New Poverty Study: 48 Percent of All Public School Children Qualify As Low-Income
But was flawed methodology used in the study to skew the outcome?
If you are an American who believes that our nation’s best days are behind us, here is a startling and depressing report from the Southern Education Foundation (SEF) that will support your opinion.
First, what is the SEF? It is the nation’s oldest education philanthropy with a mission statement stating the following:
The Southern Education Foundation (SEF) is a public charity whose mission is to advance equity and excellence in education in the American South.
This week, the SEF released a report based on 2011 data titled “A New Majority: Low Income Students in the South and the Nation.”
The key finding is that low-income children now comprise a majority of students in the public schools of 17 states across the nation — and 13 of those states are in the South. Even more depressing was the fact that 48 percent of American public school children qualified as low income.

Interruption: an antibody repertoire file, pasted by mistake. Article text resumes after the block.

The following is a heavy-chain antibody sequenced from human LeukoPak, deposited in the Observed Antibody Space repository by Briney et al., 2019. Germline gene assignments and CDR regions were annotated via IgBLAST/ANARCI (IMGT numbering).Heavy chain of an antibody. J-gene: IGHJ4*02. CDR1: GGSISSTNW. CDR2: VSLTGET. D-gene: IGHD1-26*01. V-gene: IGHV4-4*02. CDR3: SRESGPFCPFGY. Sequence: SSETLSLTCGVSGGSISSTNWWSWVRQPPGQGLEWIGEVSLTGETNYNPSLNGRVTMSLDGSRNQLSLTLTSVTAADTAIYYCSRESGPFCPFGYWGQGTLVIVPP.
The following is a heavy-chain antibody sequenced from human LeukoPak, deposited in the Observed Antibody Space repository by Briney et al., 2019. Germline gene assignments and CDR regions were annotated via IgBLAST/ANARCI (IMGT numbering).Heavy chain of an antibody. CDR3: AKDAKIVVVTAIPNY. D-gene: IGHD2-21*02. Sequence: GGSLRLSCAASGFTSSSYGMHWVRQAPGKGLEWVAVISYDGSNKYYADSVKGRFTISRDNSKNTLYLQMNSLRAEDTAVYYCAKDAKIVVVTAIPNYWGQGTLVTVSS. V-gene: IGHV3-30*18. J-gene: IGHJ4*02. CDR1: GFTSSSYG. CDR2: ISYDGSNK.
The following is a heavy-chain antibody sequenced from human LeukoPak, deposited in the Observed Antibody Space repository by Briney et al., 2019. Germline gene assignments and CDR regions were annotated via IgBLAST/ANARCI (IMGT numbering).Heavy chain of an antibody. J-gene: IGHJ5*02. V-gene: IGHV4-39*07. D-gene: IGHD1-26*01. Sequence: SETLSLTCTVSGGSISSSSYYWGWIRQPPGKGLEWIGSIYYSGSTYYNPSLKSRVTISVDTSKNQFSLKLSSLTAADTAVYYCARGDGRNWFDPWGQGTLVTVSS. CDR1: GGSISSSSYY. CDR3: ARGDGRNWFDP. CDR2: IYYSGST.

So does this 48 percent mean that the USA is an emerging third-world nation?
Maybe, but before that question is definitively answered, it is important to acknowledge that the numbers used in SEF’s study to determine a child’s low-income status were based solely on the number of students receiving either free or reduced school lunches.
Certainly that criterion may have some flaws since our government excels at handing out food benefits. But if you were to downplay those numbers, looking at the chart above leads one to conclude that if even slightly less than 48 percent of our nation’s children are living at or near poverty levels, then our nation’s future is still tragically “at risk.”
This is especially true when the chances of an American child escaping poverty through hard work and education seem to be less than at any time in our recent past.
Certainly upward mobility is still possible, but statistically the “American Dream” is becoming more challenging to achieve if you are born poor. The hard fact is that poverty tends to breed more poverty.
Furthermore, the long-term consequences of 48 percent of public school children learning to depend on government as part of their daily education is a lesson plan for national failure.